Die! Die! Die! talk hometown rebellions and not trying too hard.
Christmas Eve, Auckland 2004. Legendary Dunedin post-rock outfit High Dependency Unit are putting on a show at The King’s Arms. Skinny teenage upstart nobodies Die! Die! Die! play first. They set their shit up, lay their shit down, smash some shit to bits and imprint their shit in the ears, eyes and brains of all in attendance. It’s like an imagining of what an early Minor Threat performance may’ve been like. Frantic, volatile and crude, three-piece Die! Die! Die! have landed and who knows what’s to come...
“If I’d known that I’d still be playing ten years later I probably would’ve been a lot more careful how I was onstage back then,” says singer-guitarist Andrew Watson. “I probably would’ve been a lot more respectful of my equipment and other people’s equipment. We played like every show was our last and in a lot of ways it kind of was back then... We played like our lives depended on it. I think we still do but I kinda know that I’m gonna be playing music in a year, you know what I mean?”
Die! Die! Die! emerged from a Dunedin unrecognisable from the city that spawned bands of yore like The Clean, The Dead C and HDU. According to Watson, the Dunedin of his youth harboured no real underground band scene at all. “We tried to rebel against it!” he says when asked if there was pressure to continue the legacy of their infamous hometown. “There was nothing really going on musically in Dunedin when we started... We wanted to really do something that was our own music. Dunedin had no real hardcore-punk scene, apart from maybe a terrible skate-punk scene. So we moved to Auckland and we were going to see all these exciting young bands at the time. It really inspired us – people putting on DIY shows that were really into hardcore. We sort of wanted to do kind of a youthful version of the Dunedin stuff. It sounded quite ridiculous really... sounding like these old man bands. It was quite funny.”
Ten years and five albums in and Watson and drummer Michael Prain (best mates since they were 14 years old) still form the core of the band, now joined by bass player Michael Logie. There’s no doubt their music has progressed from that early unhinged performance at The King’s Arms, and each of their five records to date exhibits fresh approaches to their sound. New record SWIM takes the increased melodiousness of some previous works and rams it down the neck of some abrasive and spacious rock riffs. The first two tracks, SWIM and Out Of Mind, tie the band back to their debut self-titled 2005 debut in terms of intensity, though this time they trade huge noisy love-ins for their former clipped, rackety punches. There are touches of pop and even a shoegazy closing track Mirror in what’s ultimately a well-rounded summation of who the band’ve become.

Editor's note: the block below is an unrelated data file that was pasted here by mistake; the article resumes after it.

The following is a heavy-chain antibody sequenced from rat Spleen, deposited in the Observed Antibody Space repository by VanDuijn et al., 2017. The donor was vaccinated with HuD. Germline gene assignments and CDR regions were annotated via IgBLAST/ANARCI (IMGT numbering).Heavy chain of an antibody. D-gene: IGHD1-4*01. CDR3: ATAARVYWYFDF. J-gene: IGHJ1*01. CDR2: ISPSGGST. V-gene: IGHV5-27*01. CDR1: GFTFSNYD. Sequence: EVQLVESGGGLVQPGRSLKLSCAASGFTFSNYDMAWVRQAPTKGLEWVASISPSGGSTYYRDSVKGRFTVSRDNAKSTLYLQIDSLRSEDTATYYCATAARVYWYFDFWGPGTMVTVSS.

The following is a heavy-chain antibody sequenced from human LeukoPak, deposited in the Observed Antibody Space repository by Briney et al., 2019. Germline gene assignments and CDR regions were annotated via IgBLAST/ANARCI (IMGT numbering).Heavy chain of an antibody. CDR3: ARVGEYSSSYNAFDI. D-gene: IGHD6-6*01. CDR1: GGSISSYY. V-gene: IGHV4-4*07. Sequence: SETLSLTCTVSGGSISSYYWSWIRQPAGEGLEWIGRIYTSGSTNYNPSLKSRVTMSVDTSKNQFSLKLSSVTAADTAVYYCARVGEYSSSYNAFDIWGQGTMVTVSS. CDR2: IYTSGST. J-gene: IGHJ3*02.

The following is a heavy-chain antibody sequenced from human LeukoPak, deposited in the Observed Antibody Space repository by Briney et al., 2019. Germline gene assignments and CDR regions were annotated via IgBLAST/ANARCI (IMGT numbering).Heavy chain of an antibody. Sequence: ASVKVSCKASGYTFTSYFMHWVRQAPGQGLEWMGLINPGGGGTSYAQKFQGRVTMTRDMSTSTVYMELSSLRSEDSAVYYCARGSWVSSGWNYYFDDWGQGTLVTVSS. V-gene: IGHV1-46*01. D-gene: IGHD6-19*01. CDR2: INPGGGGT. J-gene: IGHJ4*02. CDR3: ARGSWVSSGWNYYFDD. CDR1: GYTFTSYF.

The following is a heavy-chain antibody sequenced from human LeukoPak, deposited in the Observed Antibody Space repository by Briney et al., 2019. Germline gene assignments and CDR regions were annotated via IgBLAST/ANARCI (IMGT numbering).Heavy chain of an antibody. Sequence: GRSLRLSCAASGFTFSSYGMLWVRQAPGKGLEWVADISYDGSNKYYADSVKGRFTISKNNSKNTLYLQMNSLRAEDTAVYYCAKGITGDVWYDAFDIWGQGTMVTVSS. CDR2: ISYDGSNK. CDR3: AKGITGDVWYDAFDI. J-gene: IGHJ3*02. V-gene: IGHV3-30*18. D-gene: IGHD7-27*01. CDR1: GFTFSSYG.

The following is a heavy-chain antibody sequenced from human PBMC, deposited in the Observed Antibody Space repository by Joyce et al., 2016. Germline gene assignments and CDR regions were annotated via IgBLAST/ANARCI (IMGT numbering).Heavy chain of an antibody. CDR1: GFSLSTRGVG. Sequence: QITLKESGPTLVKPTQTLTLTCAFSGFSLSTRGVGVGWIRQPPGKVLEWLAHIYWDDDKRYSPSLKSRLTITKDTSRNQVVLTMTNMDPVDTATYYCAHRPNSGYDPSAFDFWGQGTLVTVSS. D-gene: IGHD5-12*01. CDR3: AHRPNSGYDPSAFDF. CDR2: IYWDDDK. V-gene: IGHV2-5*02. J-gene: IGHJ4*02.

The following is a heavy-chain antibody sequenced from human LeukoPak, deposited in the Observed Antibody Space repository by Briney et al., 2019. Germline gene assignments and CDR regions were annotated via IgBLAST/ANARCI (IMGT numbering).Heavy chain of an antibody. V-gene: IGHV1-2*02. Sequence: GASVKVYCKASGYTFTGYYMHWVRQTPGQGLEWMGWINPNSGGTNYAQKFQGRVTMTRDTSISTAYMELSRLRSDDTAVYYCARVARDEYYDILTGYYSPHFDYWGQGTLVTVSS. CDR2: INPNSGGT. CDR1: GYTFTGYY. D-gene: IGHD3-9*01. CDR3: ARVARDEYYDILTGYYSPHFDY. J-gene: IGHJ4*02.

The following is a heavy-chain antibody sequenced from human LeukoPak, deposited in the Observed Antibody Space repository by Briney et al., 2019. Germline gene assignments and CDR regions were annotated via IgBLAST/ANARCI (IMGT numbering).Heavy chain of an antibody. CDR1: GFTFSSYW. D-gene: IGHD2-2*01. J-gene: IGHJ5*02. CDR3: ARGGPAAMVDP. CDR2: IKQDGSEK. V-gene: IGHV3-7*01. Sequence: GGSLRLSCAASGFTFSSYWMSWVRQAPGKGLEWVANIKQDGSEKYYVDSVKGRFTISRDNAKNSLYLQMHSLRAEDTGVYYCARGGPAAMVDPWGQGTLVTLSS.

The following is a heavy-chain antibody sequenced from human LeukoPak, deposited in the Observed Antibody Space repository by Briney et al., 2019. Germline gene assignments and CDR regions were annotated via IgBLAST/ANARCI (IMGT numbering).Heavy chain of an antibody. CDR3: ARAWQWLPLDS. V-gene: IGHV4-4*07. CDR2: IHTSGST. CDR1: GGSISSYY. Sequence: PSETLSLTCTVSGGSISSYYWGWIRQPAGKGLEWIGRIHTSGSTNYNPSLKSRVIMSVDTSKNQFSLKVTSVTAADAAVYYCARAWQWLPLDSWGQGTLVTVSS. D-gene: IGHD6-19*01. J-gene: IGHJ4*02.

With SWIM they’d decided to have a crack at something even further removed from their hardcore beginnings. “We wanted to do something that was a bit more electronic-y almost, or a bit more produced. But it just kinda turned out to be quite rock and more live-sounding than what we were planning. So we made sure we didn’t hide the natural flow of the recording. Chris [Townend, producer] was really adamant that we didn’t try too hard, ‘cause when we try too hard we really suck... He makes us approach our songs really differently, which I really enjoy, but also he relishes in our imperfections.”
Though the band may be slightly less direct these days, they’ve still got plenty to say and are happy for listeners to make up their own minds. “If you’d told me when we’d formed that I’d still be playing music with my best friends and touring the world [having released] five albums, I’d be really stoked with that. I do really like how our songs have affected some people and I do really love that some people hate us too. It’s good when you get a reaction. I was in Italy and this guy had the lyrics to one of my songs Blue Skies tattooed on him. He got the whole meaning of the song completely wrong when he explained what he thought the song was about. That vagueness is kinda cool too. If you do anything creative, once you’ve finished it it’s open to [the audience’s] own interpretation.”